Enterprise’s operational history began in 1962 when the ship participated in the blockade of Cuba during the Cuban Missile Crisis. In 1964, Enterprise participated in Operation Sea Orbit. Enterprise, the nuclear-powered guided-missile cruiser USS Long Beach, and the nuclear-powered guided-missile destroyer USS Bainbridge—collectively known as Task Force One—circumnavigated the globe in sixty-five days, steaming 30,565 miles on nuclear power. The operation proved that a nuclear-powered fleet could be fast and responsive, capable of moving quickly to crisis spots around the globe.
In 1965, Enterprise began air operations off Vietnam, delivering airstrikes against Viet Cong and North Vietnamese targets. In 1968 it was the flagship for Task Force 71, the response to the North Korean seizure of the spy ship USS Pueblo. Later that year it again flew airstrikes in Southeast Asia. The “Big E” would conduct a total of six cruises off Vietnam, the last in 1975.
In 1969, while conducting readiness inspections off Hawaii, an aircraft rocket exploded on the flight deck, causing a fire. Nine bombs cooked off in the fire, killing twenty-eight crewmen and injuring 343 others. Fifteen aircraft were destroyed, including several brand-new A-7 Corsairs. Despite the terrible damage and casualties suffered, Enterprise could have enacted emergency repairs and resumed air operations within hours, but instead was sent to drydock in Hawaii.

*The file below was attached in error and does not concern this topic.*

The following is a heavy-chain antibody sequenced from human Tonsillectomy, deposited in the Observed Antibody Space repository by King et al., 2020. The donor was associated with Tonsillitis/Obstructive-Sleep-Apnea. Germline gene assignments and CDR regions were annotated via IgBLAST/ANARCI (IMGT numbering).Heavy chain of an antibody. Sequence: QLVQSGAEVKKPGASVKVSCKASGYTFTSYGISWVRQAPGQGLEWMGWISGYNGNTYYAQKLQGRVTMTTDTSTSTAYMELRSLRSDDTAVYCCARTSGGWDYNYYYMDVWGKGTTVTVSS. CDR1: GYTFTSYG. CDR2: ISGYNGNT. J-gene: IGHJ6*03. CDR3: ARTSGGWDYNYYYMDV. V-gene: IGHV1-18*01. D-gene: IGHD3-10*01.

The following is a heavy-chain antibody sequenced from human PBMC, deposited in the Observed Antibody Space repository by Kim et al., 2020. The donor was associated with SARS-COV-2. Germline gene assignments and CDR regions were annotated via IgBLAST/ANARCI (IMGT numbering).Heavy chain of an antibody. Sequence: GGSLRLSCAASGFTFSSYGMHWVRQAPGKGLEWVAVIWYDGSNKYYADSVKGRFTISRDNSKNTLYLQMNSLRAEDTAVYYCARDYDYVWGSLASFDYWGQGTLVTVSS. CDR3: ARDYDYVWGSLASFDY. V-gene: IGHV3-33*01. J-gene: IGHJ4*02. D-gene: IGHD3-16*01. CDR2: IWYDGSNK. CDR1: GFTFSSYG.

The post-Vietnam era was relatively quiet for Enterprise until 1988, when its air wing sank an Iranian Saam-class frigate as part of Operation Praying Mantis, the U.S. response to Iran’s mining of the Persian Gulf. During the 1990s it enforced no-fly zones over Bosnia and Iraq. In October 2001 it flew some of the first air missions over Afghanistan, conducting airstrikes against the Taliban and Al Qaeda forces.
Enterprise was deactivated on December 1, 2012. For the last five years, it has been gradually prepared for disposal, stripped of military equipment and its reactors powered down. down. The ship will be formally decommissioned on February 3, 2017, in a private ceremony at the Newport News Shipyard in Virginia.
Enterprise proved the viability of nuclear power for aircraft carriers, but in hindsight, that was the most forgettable of its achievements. it circled the globe three times, conducted twenty-five overseas cruises, and completed an astonishing four hundred thousand aircraft landings in its lifetime. It flew combat missions from Vietnam to Afghanistan, and over its lifetime tens of thousands—if not hundreds of thousands—of sailors served as part of its crew.
The Navy has taken steps to ensure that the storied name of Enterprise lives on. In 2012, Secretary of the Navy Ray Mabus announced the third of the Gerald R. Ford-class carriers, CVN-80, will carry the Enterprise name well into the second half of the twenty-first century.
Kyle Mizokami is a defense and national-security writer based in San Francisco who has appeared in the Diplomat, Foreign Policy, War is Boring and the Daily Beast. In 2009, he cofounded the defense and security blog Japan Security Watch. You can follow him on Twitter: @KyleMizokami.
Image: Wikimedia Commons.